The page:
It's relatively hard to justify sticking a team of poor performers in business and the World Cup champions in coach, but the Olympics provide plenty of opportunities for countries to show both their best and worst sides.
They are world champions and brought hope to a nation reeling from a natural disaster, but Japan’s female Olympic footballers had to make do with economy class seats during their gruelling flight to Europe this week, while the less celebrated men’s team relaxed in business class.
The issue surrounding “Nadeshiko Japan”, who lifted the women’s world cup in Germany last summer, began soon after they arrived in Paris on a Japan Airlines flight from Tokyo.
“I guess it should have been the other way around,” Homare Sawa, the team’s star player, told Japanese media. “Even just in terms of age, we are senior,” she joked.
The team are due to play a warm-up match against France on Thursday before flying to London. Their first Olympic match is against Canada, in Coventry, on 25 July, in a group that also includes Sweden and South Africa.
Sawa, 33, who will be taking part in her fourth Olympics, noted that the team had been awarded business class seats after they won the world cup in Germany last July.
That proved to be an exception: the Japan football association [JFA] has since reinstated the practice of putting female players in economy class, although they were given a little extra leg room in premium economy during the flight to Paris, thanks to their status as potential medalists.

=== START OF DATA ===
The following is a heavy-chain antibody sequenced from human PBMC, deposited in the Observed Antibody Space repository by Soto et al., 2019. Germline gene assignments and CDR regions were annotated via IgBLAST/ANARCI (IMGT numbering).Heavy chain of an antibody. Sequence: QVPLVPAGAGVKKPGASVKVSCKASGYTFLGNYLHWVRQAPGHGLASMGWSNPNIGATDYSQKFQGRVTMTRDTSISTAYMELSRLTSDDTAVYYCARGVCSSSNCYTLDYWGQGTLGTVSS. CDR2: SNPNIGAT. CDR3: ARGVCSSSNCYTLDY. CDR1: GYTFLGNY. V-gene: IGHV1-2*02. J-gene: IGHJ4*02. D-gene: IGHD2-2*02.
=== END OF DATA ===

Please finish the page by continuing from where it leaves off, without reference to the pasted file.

The team received a heroes’ welcome on their return from Germany last summer. Their victory was a rare bright spot for the people of Japan, who were still reeling from the 11 March tsunami, in which almost 20,000 people died, and the Fukushima nuclear accident.
Sawa and other players were feted with commercial deals, made numerous TV appearances and became the first sports team to receive the people’s honour award from the government.
The most effusive praise came from JFA president Junji Ogura: “The players have showed the brilliance of Japanese women,” he said.
While the women set off for London days after an effortless 3-0 victory over Australia, the men failed to impress with a dull 1-1 draw with New Zealand.
Nadeshiko are being talked about as gold medal prospects in London, but the men face a difficult opening fixture against Spain, followed by matches against Morocco and Honduras, and are not expected to win a medal.
Japan’s Olympic committee pointed out that most of the country’s Olympic athletes, as amateurs, are required to fly economy, with exception made for judoka and other physically large competitors.
Well-known athletes often get round the rule by upgrading with help from their sponsors, but that isn’t an option for players in team sports aiming to preserve the esprit de corps.
The JFA said the men’s football team had been given business class seats since the Atlanta Olympics in 1996 in view of their professional status.
Sawa, who won the golden boot as top scorer in Germany and was named Fifa women’s world player of the year in 2011, suggested that the team’s best chance of securing a more comfortable flight back to Tokyo would be to win gold in London.
“When we won the world cup, our seats were changed to business class for our return flight,” she said. “I hope we can produce a good result again and be treated the same way.”
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